Over the board the players consider themselves equals, but online Hikaru Nakamura is still too strong for Maxime Vachier-Lagrave. The American GM won yesterday’s Speed Chess match with an eight-point margin.
It was the last quarterfinal of this year’s Speed Chess championship, but wouldn’t have looked bad as a final. The fight was between the world number two (Vachier-Lagrave) vs the world number three (Nakamura) on the current FIDE blitz ratings list.
Online speed chess is a different ballgame though, especially taking into account that the Chess.com matches also include bullet games. Nakamura was still the pre-match favorite, also because he had beaten MVL in two previous matches on Chess.com: their 2015 Death Match (17.5-10.5) and their 2016 Blitz Battle (21.5-10.5). In fact, Nakamura hadn’t lost a single segment there.
Today (July 27th) is the 114th anniversary of the 2nd Women’s World Champion (1950-53) Lyudmila Rudenko’s birth.
Today’s Google doodle celebrates her. In WWII, she organized the evacuation of children in Leningrad. Also in WWII, Vera Menchik (1st champion) was killed in a London air raid.
What a remarkable story!
This is pretty cool, At 12 years and 10 months old, Praggnanandhaa just became the youngest Indian Chess Grandmaster in history and the second youngest in the world. The youngest-ever Chess Grandmaster (Sergey Karjakin) was just three months younger than Praggnanandhaa. (12 yrs, 7 months old).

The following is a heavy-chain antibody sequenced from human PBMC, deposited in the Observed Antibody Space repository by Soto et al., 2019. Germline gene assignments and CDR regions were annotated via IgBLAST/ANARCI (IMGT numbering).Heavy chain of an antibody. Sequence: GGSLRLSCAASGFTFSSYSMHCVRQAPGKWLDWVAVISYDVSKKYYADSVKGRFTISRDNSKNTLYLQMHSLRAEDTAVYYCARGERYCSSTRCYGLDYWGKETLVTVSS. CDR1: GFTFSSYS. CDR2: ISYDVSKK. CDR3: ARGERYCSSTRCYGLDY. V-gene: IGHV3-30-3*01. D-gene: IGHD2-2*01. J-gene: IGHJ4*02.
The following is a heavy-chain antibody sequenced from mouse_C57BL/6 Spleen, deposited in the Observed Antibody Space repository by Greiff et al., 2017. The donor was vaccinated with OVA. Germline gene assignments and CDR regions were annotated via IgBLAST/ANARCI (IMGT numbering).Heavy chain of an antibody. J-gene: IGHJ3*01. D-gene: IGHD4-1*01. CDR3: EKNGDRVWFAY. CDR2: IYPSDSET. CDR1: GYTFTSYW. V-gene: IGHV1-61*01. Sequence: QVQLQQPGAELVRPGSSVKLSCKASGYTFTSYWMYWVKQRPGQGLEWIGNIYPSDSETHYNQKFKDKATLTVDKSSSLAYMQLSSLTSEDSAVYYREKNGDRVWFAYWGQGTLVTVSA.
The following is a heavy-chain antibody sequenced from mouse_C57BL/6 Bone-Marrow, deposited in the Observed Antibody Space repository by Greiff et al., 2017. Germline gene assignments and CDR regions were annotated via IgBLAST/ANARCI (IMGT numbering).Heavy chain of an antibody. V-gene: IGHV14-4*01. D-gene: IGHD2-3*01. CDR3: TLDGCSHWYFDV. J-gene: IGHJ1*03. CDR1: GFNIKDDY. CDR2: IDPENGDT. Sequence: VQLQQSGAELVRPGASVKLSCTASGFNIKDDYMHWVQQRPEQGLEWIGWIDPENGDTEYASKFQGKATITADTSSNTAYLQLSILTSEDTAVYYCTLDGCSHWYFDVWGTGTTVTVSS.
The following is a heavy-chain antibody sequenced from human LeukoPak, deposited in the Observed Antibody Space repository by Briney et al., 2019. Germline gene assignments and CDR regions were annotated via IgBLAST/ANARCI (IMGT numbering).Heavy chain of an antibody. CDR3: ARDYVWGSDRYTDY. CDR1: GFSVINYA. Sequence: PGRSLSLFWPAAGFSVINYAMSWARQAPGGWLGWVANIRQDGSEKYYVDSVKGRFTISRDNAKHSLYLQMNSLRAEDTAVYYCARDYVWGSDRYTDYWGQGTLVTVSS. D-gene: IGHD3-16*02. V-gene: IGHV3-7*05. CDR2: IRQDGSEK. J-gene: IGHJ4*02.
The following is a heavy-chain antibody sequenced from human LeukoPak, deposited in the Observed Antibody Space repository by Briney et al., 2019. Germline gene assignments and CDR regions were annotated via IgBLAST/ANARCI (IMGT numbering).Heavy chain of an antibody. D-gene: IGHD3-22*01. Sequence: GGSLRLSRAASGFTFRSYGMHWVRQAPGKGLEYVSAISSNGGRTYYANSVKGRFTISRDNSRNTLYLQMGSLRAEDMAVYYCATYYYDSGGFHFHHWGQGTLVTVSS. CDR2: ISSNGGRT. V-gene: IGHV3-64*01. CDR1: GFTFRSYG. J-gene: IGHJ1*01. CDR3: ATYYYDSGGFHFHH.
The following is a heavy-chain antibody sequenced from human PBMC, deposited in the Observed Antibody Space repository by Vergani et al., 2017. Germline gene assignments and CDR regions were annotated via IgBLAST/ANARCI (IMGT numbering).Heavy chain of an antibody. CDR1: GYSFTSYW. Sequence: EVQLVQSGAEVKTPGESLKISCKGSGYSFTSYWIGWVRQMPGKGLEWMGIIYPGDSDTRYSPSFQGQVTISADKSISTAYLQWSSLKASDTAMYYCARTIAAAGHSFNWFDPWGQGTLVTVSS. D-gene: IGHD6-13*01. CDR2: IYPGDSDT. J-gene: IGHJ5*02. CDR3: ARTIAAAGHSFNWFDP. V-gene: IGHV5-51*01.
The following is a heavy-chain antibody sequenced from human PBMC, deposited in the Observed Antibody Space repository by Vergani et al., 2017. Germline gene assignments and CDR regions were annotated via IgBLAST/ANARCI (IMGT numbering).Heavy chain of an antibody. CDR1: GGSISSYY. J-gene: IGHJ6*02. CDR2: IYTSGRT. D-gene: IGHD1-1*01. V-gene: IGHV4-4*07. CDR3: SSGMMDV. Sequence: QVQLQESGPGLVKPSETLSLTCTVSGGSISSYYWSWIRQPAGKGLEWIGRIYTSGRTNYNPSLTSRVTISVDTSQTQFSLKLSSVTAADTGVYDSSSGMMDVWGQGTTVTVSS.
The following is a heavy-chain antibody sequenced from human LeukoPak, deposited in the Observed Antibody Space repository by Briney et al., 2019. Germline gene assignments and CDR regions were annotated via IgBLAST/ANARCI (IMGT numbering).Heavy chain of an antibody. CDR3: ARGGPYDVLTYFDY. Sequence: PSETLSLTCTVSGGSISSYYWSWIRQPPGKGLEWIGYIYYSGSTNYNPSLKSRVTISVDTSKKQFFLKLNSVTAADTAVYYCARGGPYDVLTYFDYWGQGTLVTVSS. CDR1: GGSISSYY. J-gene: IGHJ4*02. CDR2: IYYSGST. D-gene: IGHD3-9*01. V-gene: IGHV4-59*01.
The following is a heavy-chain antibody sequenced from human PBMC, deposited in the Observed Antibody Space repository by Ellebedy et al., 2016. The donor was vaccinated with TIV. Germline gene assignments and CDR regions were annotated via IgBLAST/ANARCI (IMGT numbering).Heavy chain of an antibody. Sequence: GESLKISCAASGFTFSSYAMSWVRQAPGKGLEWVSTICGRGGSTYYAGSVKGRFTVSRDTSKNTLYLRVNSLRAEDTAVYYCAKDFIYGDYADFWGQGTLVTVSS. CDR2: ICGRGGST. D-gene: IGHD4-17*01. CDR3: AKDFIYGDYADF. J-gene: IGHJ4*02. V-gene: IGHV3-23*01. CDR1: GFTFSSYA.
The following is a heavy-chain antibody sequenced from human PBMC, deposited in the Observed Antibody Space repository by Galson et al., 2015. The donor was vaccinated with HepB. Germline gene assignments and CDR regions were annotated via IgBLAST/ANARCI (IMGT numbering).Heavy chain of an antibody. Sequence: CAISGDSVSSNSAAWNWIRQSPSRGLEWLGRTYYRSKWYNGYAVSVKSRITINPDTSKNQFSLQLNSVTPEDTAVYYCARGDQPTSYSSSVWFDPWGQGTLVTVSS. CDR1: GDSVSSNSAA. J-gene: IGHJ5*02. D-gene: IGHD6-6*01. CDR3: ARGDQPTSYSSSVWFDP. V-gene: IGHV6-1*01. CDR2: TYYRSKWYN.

“German grandmaster Wolfgang Unzicker loved to tell jokes, even at the most inappropriate occasions. He would often start telling one immediately after a chess game, while he and his opponent were still signing the scoresheet.
Once he tried doing that after a game against Vasja Pirc. He started with the customary: ‘Excuse me, grandmaster, but did I ever tell you this joke..’
‘Is it good?’ – asked Pirc.
‘ Oh, excellent.’- replied Unzicker.
‘Then it means you haven’t told it to me.’ “